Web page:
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Why Microsoft founder Bill Gates owns a $2.7 billion stake in Apple

Why Bill Gates owns a $2.7 billion stake in Apple. Source: Getty
Why Bill Gates owns a $2.7 billion stake in Apple. Source: Getty

The world’s third-richest man, Bill Gates, made his fortune through Microsoft, but interestingly, he’s invested about 2 per cent of his wealth into rival company Apple.

Bill Gates’ net worth is US$110 billion (AU$163 billion), and it turns out the Microsoft founder indirectly owns US$1.8 billion (AU$2.7 billion) worth of Apple shares.


When Gates stepped down as chief executive of Microsoft in early 2000, he and his wife Melinda decided they would embark on philanthropic pursuits, and created the Bill & Melinda Gates Foundation to do so.


To support the foundation’s work, he and his wife created the Bill & Melinda Gates Foundation Trust – a fund that has a staggering investment in Berkshire Hathaway.

Berkshire Hathaway was founded and led by Warren Buffett, who is coincidentally, Gates’ very good friend.

And, as of November 2019, Buffett’s company owns just under 250 million Apple shares - or US$79 billion worth.

The Bill & Melinda Gates Foundation Trust owns around 55 million shares in Berkshire Hathaway - or 2.25 per cent of the total company.

If 2.25 per cent of the US$79 billion in Apple shares owned by Berkshire Hathaway are owned by Bill and Melinda Gates, that equates to around US$1.8 billion.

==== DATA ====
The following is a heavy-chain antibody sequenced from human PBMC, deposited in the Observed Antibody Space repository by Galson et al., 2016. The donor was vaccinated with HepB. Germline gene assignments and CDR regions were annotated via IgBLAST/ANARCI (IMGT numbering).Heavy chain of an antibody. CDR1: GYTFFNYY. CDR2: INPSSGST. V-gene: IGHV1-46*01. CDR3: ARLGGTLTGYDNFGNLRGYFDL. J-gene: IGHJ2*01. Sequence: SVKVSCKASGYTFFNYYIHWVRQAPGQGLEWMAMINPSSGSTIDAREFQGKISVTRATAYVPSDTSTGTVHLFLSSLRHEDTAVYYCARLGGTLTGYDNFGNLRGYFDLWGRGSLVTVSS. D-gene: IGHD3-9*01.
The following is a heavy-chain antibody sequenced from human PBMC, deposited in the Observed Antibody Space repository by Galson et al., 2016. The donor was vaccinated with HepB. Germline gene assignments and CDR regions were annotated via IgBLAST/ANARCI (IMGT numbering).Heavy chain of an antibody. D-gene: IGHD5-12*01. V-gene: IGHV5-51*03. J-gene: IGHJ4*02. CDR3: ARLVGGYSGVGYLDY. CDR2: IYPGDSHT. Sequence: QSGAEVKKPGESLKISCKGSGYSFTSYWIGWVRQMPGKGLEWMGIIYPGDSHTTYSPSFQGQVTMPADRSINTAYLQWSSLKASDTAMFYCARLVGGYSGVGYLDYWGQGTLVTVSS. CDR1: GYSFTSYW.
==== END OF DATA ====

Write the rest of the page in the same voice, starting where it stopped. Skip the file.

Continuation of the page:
Why is Bill Gates investing in his life-long competitor?

In 2018, Gates told CNBC that Apple was an “amazing company”, and backed Buffett’s decision at the time to up his take in the tech giant.

“I think Warren has applied great thinking there,” he said. “It’s not like a tech speculative company where it’s still losing money or anything.”

Last year, Gates also revealed his biggest career regret was not turning Microsoft into what Android became: a real alternative to Apple.

Gates said Android’s standing as the non-Apple phone platform was a “natural thing” for Microsoft to become, and not stepping up to the plate was Microsoft’s downfall.

“It’s the biggest mistake I made in terms of something that was clearly within our skillset. We were clearly the company that should have achieved that — and we didn't,” he said.

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